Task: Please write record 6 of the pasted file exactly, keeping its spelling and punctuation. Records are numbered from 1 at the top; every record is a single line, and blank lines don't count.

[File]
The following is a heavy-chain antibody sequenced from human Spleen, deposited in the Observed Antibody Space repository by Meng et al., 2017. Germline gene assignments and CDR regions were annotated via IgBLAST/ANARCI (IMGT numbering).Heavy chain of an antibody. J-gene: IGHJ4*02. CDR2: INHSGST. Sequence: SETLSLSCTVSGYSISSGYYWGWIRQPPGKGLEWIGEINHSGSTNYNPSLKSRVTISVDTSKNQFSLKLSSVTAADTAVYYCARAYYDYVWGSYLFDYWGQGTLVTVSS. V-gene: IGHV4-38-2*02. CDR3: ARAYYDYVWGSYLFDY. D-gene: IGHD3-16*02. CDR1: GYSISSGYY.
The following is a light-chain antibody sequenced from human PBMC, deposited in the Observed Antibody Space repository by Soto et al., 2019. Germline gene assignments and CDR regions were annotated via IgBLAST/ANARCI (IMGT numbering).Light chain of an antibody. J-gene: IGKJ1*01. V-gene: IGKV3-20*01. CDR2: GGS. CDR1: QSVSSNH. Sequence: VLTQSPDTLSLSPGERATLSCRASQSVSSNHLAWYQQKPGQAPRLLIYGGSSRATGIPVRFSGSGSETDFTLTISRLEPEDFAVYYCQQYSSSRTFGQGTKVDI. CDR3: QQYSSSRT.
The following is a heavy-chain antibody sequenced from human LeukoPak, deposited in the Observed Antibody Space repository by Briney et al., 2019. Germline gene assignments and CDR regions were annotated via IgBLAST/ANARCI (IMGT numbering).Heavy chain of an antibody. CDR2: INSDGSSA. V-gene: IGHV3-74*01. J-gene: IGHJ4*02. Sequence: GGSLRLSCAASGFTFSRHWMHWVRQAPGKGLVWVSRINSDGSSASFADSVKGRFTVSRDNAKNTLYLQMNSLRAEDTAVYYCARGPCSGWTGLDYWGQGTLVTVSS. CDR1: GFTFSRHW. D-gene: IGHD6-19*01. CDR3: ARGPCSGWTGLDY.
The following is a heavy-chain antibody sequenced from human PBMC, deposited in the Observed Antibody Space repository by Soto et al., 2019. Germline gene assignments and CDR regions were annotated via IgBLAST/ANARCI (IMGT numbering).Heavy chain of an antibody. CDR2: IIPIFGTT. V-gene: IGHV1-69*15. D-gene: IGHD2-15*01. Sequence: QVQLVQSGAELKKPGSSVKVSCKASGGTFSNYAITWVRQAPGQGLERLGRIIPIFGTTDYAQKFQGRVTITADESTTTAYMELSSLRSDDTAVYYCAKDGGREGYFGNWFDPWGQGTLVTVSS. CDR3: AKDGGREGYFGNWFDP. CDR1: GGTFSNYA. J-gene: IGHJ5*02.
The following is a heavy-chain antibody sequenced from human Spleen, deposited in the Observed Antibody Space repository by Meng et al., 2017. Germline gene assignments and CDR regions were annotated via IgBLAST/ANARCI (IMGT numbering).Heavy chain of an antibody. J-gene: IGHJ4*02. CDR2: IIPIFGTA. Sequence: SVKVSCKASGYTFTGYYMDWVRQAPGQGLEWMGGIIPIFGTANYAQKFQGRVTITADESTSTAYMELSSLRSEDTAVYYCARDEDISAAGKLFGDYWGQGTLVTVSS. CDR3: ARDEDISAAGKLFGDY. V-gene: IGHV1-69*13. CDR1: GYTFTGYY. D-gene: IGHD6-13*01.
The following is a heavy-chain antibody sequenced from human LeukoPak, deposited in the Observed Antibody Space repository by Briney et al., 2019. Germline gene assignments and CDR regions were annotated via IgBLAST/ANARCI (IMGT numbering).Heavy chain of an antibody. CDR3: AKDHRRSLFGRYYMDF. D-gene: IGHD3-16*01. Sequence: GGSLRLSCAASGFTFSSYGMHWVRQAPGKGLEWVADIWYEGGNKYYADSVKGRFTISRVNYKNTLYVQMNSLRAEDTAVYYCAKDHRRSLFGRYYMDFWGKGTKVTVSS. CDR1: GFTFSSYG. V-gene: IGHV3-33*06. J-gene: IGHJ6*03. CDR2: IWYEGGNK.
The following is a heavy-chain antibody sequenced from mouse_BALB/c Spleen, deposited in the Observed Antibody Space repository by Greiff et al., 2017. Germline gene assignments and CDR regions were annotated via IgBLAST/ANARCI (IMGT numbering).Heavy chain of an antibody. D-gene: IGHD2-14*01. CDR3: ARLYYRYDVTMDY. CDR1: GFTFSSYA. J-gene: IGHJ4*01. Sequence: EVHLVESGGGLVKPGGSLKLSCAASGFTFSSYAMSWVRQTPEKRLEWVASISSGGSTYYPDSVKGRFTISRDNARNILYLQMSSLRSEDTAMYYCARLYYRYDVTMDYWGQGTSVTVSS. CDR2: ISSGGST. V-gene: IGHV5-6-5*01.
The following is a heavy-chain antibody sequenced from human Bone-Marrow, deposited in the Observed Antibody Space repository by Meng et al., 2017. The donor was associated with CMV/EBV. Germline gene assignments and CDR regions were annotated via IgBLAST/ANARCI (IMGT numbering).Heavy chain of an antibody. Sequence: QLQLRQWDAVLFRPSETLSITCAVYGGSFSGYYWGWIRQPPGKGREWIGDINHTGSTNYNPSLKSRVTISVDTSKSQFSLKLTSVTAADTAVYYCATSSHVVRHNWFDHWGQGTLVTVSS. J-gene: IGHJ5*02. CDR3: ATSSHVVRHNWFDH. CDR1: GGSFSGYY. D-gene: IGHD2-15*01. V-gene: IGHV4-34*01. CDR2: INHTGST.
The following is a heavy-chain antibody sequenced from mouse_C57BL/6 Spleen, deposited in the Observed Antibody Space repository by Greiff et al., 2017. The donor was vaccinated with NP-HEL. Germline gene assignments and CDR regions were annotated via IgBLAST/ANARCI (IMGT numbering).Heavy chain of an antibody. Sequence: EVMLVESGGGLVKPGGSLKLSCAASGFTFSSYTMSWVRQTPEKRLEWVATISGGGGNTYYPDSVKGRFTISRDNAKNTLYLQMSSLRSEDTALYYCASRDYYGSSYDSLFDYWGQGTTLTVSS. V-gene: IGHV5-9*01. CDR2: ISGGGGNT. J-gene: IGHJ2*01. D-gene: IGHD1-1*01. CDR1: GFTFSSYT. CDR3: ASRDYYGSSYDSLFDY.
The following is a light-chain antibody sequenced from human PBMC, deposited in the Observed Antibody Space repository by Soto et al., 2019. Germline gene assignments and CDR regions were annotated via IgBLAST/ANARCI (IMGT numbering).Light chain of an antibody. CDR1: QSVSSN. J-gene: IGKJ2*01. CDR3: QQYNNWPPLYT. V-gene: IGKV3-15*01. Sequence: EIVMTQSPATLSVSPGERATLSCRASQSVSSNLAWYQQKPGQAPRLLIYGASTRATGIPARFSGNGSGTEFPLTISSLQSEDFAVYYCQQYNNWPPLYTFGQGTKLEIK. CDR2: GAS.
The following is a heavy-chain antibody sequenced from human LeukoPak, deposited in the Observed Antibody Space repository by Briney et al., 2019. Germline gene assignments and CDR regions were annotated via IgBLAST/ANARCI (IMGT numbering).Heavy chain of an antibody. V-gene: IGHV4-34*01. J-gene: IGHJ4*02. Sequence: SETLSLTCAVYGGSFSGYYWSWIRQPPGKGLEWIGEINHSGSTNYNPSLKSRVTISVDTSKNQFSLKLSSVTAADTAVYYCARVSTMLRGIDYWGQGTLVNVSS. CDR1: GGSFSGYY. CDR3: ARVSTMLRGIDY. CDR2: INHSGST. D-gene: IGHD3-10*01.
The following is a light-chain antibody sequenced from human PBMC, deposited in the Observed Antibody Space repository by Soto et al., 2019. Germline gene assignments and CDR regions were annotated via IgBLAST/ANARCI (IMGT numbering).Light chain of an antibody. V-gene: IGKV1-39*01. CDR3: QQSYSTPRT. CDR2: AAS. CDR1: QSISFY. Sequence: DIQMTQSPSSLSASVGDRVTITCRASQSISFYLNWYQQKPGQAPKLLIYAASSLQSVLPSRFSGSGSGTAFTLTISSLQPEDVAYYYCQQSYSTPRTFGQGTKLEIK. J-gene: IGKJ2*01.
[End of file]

The following is a heavy-chain antibody sequenced from human LeukoPak, deposited in the Observed Antibody Space repository by Briney et al., 2019. Germline gene assignments and CDR regions were annotated via IgBLAST/ANARCI (IMGT numbering).Heavy chain of an antibody. CDR3: AKDHRRSLFGRYYMDF. D-gene: IGHD3-16*01. Sequence: GGSLRLSCAASGFTFSSYGMHWVRQAPGKGLEWVADIWYEGGNKYYADSVKGRFTISRVNYKNTLYVQMNSLRAEDTAVYYCAKDHRRSLFGRYYMDFWGKGTKVTVSS. CDR1: GFTFSSYG. V-gene: IGHV3-33*06. J-gene: IGHJ6*03. CDR2: IWYEGGNK.